Most of all, as M. Le Pen once pointed out, she is one of the few Socialist politicians in France to talk convincingly of social and family "values", bridging the normal ideological gulf between left and right. She has been a successful and popular president of the Poitou-Charente region (Poitiers, La Rochelle, the Cognac country) since 2003. This is not a region previously regarded as easy territory for the left. If she was a man, she would be a, maybe the, leading centre-left candidate. Because she is a woman, she is jeered by her own camp.

France prides itself on being a nation of social advance, from the declaration of human rights in 1792 to the 35-hour week in 1998. Although it is struggling economically, it would be in dire straits were it not for its women. Four in five French women have jobs, more than almost any other EU country. They are also producing more babies than any other EU nation, save Ireland.

But France is also a conservative-Catholic, Mediterranean-macho country, where women are kept in the background. Only 4.5 per cent of French company directors are women (compared to 20 per cent in China). There has been, briefly and disastrously, one woman prime minister, Edith Cresson in 1991-92. But there are only 71 women in the Assembleé Nationale, and 506 men. This makes France 74th in the league table of female inclusion in national politics, behind Iraq and Afghanistan.

French women had to wait until 1944 to be given the right to vote, 20 years after women in Britain and 10 years after women in Turkey. France is not ready for a Madame Presidente, socialist officials say privately, excusing the reaction to Mme Royal's interview. Paris may be ready. Other big cities may be ready. But rural and small town France, La France Profonde, is no more ready to vote for a woman for president than it is to vote for Bertrand Delanoe, the successful, moderate Mayor of Paris.

M. Delanoe is the only senior politician in France to have openly declared himself a homosexual. He has been urged to join the lengthening queue of contenders for 2007 but he is said to accept that, outside the big cities, and in the South, his sexual orientation makes him unelectable.

So much for France as a nation of social advance. But is the the only score against Ségolène Royal the fact that she is a woman? Ségo is far from a typical socialist. She was born in Senegal into a military family of eight children. Her authoritarian father, who had risen from the ranks to become an officer, held trenchant right-wing and anti-feminist views. Ségolène, in revolt, declared herself a socialist in her teens. She met Hollande at ENA and became a protégé of François Mitterrand and Jacques Attali. François found Jacques Delors, then Lionel Jospin.

At first, her career prospered more than his. She was education minister and health minister, espousing causes not popular with socialists, such as the struggle against pornography and prostitution. When he became first secretary of the party in 1997, Ségolène's career stalled. M. Jospin did not like a husband and wife at the Socialist top table.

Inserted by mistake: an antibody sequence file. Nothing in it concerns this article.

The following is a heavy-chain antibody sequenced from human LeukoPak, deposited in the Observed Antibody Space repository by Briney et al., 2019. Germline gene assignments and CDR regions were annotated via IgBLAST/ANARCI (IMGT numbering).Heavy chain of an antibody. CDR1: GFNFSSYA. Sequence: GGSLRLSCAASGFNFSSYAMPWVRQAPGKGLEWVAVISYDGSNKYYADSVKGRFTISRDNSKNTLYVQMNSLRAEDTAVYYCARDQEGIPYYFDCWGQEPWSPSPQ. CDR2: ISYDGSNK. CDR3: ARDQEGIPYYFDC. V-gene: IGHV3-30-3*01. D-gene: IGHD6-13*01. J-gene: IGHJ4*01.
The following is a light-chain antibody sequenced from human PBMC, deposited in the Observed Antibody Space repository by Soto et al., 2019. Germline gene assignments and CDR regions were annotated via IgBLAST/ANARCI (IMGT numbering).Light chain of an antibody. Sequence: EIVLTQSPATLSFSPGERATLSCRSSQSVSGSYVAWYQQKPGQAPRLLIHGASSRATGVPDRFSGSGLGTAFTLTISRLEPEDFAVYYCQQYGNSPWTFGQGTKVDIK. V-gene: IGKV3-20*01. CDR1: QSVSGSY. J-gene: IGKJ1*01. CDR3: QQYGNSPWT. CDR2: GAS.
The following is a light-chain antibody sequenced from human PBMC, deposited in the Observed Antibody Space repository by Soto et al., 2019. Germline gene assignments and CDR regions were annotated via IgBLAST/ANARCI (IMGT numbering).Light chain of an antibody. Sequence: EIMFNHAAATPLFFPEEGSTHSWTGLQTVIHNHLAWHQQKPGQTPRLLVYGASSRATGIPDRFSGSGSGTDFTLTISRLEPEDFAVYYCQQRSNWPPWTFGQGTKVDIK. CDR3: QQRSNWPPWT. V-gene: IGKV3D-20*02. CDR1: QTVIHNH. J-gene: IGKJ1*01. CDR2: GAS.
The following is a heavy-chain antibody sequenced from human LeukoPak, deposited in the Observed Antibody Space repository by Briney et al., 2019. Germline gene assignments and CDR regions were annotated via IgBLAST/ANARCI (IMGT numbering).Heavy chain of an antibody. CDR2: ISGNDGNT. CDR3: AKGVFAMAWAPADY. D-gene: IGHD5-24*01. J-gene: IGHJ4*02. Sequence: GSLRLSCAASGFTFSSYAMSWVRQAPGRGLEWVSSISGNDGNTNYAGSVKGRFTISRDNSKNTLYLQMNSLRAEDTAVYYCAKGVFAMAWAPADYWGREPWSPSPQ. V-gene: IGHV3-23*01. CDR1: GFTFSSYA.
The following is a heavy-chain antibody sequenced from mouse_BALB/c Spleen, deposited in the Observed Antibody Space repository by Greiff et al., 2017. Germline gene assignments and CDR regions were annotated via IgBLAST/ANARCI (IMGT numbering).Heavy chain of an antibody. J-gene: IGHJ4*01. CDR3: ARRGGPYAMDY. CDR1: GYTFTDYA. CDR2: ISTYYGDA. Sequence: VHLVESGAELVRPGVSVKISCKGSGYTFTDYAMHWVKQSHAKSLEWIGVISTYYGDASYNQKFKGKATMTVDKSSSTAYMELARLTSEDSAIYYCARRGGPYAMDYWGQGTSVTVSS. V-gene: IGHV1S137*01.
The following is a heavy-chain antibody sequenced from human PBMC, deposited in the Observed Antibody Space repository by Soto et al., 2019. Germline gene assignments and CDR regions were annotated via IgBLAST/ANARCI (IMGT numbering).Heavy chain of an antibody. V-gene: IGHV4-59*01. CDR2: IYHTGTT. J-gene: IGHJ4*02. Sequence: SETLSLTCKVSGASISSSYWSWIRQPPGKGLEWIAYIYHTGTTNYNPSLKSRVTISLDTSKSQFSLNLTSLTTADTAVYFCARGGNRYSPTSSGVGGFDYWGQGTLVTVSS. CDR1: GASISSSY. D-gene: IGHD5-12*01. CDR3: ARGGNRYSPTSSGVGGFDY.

But when Mme Royal captured the Poitou-Charente region, she relaunched her career. Her supporters say she achieved her success by radiating warmth and talking about real, local problems not abstractions. Her (many) detractors in the party say she is at heart a cold woman, with a streak of her father's authoritarianism. But what Ségolène would actually do as president is unclear. Her critics say she has never held any of the large ministries of state and has never made a detailed speech on economic or foreign policy. This is true, but equally true of, say, Jack Lang. No one suggested, inside or outside the Socialist Party, that he had no right to declare presidential ambitions.

The point is not that Ségolène Royal is the perfect candidate for the Socialists and a shoo-in for the presidency. She is not. The point is, she has earned as much right as other contenders to be taken seriously. It is the shame of France, and the Parti Socialiste, that she is being jeered mostly because she is a woman.

Five other political partners who ran for office

* IMELDA MARCOS The former Philippine first lady made two runs for the presidency, both of which were defeated. Her career in politics began in 1965 when her husband Ferdinand was elected president and, as first lady, she took an active role in politics. Even after his regime was toppled and they fled the country, the woman perhaps best-known for her collection of shoes returned to run for president but was once again trounced.


The Italian-born politician took the helm of the Congress Party in India after her husband, Rajiv Gandhi, was killed in 1991 by a suicide bomber. She surrendered her Italian passport and became a full Indian citizen. She remains the president of the Congress Party, but says she does not want to become the country's next prime minister.


Still the only woman to have run as a candidate for vice-president of the United States. In 1984, she ran with Walter Mondale for the presidency bill, but was dogged by questions over her and her real estate dealer husband's finances. She left politics after the failed run and now works occasionally as an analyst for Fox News.


Before she was the first lady of Argentina, she was a radio broadcaster. When her husband Juan Domingo Peron ran for the presidency, she used the airwaves to campaign for him. She was hugely popular as first lady and in 1951 sought to formalise her popularity by seeking the vice-presidency. The move so outraged military leaders that her husband rescinded her nomination. She died of cancer at the age of 33.


She was one of the most openly politically active first ladies in the history of the White House. Her husband Bill Clinton's career was plagued with rumours of extra-marital affairs, which produced both pity and scorn for Hillary. In 2000, she won a New York Senate seat, and has since been widely tipped as the next presidential challenger for the 2008 vote.